In the medieval west, rules around sexual conduct, marriage and childbearing were largely laid down by the church. Rooted in the pastoral discourse which guided the faithful in everyday life, promising salvation in the next, this moral and legal code gained increasing precision, coherence and dominance from the twelfth century, through the combined efforts of scholastic theologians and canon lawyers, or ‘canonists’, the experts in ecclesiastical law. Meanwhile, medieval schools and universities also incubated a new learned medicine and natural philosophy. Here, based on fresh interpretations of ancient and Arabic texts, translated into Latin from the late eleventh century, systematic theories of generation took shape.
Historians have shown how this medical and philosophical knowledge acquired new forms and meanings as it became available beyond the university and how pastoral discourse was repackaged in penitentials and handbooks for priests and preachers, relayed to the faithful through sermons and confession, and translated into judicial practice. Yet studies focused solely on the theological, legal or medical frameworks obscure the extent to which procreation pervaded multiple discourses and transcended disciplinary divides. Theologians provided the church with moral and legal norms about sex and marriage, but they also participated actively in debates about the workings of procreation. The primary scholastic treatise on human generation was written by an Augustinian canon who was one of the leading theologians of his time. Moreover, debates over doctrines such as the transmission of original sin or the conception of Christ involved detailed discussion about the physiology of procreation. Scholasticism both stimulated and discouraged interdisciplinary cross-fertilization. While every field had its own authorities and commentary traditions, all scholastics shared training in the liberal arts and, from the mid-thirteenth century, Aristotelian natural and moral philosophy. They brought with them a Christian outlook and other common values and beliefs, besides particular, often local, experiences and opinions. This chapter aims to grasp better the extent to which medieval understandings of generation informed legal and religious norms about sex, marriage and childbearing; when and how the different outlooks on procreation converged or conflicted; and how learned debate and explicit rules related to social practices, values and beliefs.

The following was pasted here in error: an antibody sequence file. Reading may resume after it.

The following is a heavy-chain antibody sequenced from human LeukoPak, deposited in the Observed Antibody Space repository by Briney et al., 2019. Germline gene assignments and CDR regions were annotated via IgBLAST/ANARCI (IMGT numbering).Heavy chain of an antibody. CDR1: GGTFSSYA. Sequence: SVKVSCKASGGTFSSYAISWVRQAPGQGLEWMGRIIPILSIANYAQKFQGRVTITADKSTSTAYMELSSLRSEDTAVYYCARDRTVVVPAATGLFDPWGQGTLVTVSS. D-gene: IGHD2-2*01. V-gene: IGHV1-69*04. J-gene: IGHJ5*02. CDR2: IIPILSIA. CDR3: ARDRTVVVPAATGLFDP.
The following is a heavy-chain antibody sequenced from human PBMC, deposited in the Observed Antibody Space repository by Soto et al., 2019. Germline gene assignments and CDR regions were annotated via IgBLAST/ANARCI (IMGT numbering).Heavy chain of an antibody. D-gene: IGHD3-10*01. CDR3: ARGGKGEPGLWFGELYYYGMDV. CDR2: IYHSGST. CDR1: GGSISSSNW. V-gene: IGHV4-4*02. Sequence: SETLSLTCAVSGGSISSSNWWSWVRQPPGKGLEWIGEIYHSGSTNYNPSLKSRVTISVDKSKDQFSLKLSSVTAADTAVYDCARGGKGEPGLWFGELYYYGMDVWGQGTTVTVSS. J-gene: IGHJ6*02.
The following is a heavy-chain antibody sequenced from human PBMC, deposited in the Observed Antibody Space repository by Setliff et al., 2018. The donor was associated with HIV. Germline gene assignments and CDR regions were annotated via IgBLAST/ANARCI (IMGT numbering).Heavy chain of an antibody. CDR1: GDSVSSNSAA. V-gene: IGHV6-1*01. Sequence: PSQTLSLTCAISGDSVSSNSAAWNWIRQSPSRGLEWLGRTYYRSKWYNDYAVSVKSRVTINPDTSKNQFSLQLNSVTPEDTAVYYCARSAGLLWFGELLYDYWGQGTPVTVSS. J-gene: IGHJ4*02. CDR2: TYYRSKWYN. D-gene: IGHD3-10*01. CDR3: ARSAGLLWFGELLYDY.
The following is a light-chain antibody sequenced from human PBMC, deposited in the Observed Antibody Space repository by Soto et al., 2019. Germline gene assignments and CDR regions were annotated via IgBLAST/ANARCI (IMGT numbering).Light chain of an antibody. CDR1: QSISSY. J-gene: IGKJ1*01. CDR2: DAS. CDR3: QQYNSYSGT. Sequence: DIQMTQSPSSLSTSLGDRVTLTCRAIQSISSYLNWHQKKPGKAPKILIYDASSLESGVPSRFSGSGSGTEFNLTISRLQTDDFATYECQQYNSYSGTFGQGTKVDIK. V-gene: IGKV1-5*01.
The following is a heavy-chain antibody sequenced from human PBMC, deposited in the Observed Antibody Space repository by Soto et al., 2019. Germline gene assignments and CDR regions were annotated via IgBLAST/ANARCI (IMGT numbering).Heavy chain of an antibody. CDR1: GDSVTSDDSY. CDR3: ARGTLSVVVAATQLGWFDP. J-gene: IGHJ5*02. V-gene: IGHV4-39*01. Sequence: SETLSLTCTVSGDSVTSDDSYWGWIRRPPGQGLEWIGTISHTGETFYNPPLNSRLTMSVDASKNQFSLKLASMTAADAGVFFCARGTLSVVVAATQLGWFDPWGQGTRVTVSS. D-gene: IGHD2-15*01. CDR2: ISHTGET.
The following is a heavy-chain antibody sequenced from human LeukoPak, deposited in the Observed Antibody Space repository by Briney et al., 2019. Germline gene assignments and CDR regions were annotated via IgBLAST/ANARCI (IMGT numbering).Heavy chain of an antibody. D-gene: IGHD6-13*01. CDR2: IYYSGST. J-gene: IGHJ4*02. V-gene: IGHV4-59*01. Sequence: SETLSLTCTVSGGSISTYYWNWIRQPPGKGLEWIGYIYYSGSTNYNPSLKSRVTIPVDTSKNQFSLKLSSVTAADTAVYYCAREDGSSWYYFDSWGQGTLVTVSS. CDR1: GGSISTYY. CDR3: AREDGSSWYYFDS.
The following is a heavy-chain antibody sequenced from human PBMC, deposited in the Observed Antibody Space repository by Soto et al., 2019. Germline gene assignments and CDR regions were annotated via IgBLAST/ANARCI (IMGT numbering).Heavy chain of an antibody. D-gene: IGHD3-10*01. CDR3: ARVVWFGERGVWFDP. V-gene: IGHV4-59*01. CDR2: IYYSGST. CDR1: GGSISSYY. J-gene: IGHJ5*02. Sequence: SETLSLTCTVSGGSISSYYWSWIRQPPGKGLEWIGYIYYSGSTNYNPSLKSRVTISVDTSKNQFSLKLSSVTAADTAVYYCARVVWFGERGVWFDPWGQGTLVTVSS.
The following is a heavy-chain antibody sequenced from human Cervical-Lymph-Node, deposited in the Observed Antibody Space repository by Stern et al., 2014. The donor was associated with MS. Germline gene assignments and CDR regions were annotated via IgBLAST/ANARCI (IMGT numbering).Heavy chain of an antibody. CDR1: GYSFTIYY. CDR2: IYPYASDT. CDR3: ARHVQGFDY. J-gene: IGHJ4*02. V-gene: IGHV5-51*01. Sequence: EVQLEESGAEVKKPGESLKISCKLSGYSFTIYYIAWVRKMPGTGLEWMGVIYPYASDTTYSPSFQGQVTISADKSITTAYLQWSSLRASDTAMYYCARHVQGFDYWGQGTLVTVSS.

Many medieval discussions of these questions centre on the fetus. Through the Christian doctrine of the immortal soul, the fetus became the focus of intertwining religious, philosophical, legal and social concern.